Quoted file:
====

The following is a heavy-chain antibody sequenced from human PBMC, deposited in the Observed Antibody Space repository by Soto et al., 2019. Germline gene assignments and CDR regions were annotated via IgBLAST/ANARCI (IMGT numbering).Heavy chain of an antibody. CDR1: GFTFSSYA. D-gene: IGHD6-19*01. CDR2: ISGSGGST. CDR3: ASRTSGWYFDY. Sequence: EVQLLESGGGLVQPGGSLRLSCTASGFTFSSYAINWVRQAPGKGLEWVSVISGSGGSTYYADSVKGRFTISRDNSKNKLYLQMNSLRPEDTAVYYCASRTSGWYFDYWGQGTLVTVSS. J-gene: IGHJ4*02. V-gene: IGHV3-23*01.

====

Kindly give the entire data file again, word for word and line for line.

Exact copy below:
The following is a heavy-chain antibody sequenced from human PBMC, deposited in the Observed Antibody Space repository by Soto et al., 2019. Germline gene assignments and CDR regions were annotated via IgBLAST/ANARCI (IMGT numbering).Heavy chain of an antibody. CDR1: GFTFSSYA. D-gene: IGHD6-19*01. CDR2: ISGSGGST. CDR3: ASRTSGWYFDY. Sequence: EVQLLESGGGLVQPGGSLRLSCTASGFTFSSYAINWVRQAPGKGLEWVSVISGSGGSTYYADSVKGRFTISRDNSKNKLYLQMNSLRPEDTAVYYCASRTSGWYFDYWGQGTLVTVSS. J-gene: IGHJ4*02. V-gene: IGHV3-23*01.